If you are thinking of buying a motorbike in Vietnam then here are some hints, tips and information.
Whether you are staying in Vietnam for a while and need a motorcycle to run around on or are thinking of travelling Vietnam by motorbike then this page will help you out.
After the TopGear crew came to Vietnam and travelled from Saigon to Hanoi on motorbikes many travellers or backpacker have looked to emulate the journey.
We have to say that the program was pretty accurate in showing what it is like to ride in Vietnam and the frequent breakdowns they featured have become especially familiar.
- Vietnam motorbike license. Riding legally in Vietnam checklist:
- Valid Vietnam motorcycle license.
- Ownership papers for the motorcycle you are riding.
- Insurance – buy this cheaply from the same agent you arranged your license with or I also hear from fuel stations.
- Ok, on to getting hold of a motorcycle. There are several places to check online with secondhand bikes for sale
- You can also go looking around the roadside mechanics who sometimes have bikes for sale, just bear in mind that they will add their comission on. So don’t pay too much.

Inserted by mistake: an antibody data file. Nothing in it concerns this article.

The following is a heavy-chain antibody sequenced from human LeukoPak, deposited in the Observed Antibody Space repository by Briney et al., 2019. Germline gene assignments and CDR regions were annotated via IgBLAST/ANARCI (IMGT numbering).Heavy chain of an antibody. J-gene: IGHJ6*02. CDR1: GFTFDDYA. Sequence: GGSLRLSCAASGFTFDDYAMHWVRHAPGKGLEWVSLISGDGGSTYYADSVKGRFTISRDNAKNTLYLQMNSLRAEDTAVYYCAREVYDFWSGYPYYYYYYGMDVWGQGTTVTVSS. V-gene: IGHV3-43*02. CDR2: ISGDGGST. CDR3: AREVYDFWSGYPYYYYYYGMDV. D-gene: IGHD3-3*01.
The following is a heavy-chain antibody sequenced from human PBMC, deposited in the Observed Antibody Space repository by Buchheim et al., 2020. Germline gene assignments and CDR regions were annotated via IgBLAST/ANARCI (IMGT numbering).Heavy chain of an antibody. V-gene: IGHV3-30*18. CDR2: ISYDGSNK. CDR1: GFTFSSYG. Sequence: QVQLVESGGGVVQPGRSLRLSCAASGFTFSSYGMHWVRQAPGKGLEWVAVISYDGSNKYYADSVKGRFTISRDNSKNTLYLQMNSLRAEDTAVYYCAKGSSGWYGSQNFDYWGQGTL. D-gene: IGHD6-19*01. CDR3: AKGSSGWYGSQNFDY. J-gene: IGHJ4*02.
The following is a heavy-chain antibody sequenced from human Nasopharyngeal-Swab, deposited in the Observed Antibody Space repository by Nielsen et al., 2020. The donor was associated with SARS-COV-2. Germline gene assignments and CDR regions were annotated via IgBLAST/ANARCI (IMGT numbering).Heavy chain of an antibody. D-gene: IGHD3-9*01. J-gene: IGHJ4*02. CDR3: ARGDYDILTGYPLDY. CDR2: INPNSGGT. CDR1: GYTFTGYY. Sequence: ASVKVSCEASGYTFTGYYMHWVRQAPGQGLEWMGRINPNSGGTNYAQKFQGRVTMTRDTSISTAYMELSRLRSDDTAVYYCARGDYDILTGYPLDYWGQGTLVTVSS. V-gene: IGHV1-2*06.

Buying from a dealer in secondhand bikes doesn’t guarantee anything either. Make sure you check the bike thoroughly before buying even from someone who appears honest and reputable.
There are a few people trading bikes in Saigon and Hanoi due to the popularity of the route, they tart them up and turn the bikes round quickly and some are in less than healthy states. Thankfully whatever you buy, if problems arise there is always a mechanic nearby.
It seems that every other shop in Vietnam is a mechanics and they are usually more than willing to help out at a reasonable price.
- In terms of budget you should be able to get a suitable steed for $300 US I wouldn’t advise spending much more than this on something secondhand as it will generally be overpriced unless it’s very new. I am talking here about bikes in the 50 to 125cc range, larger capacity bikes are available but unless you have the appropriate vietnamese motorbike license, you will draw unwanted attention from the police.
- So you’ve found a bike and now need to check it out, what the hell do you look for?
- Have a general look over the bike, does it look clean? is anything hanging off? Paintjobs range from clean to hammerite with a brush but will you be able to sell it again? If it looks like its been through the wars then the next potential owner will spot that too and probably walk away or offer peanuts.
- Check over the frame, is it straight? any suspicious looking welding? A small amount of surface rust is ok but have a good poke at areas of rust that look like they have been painted over with a pen or similar prodding device. If the pen goes through anywhere then walk away.
- What are the tyres like? Do they have tread on them? Are they inflated? Check on the sides of the tyre for any cracks or bits missing.
- Do the electrics work? Check everything twice, front light (dipped and main beam), back light (headlight on and brake light), indicators, horn, started motor (if fitted).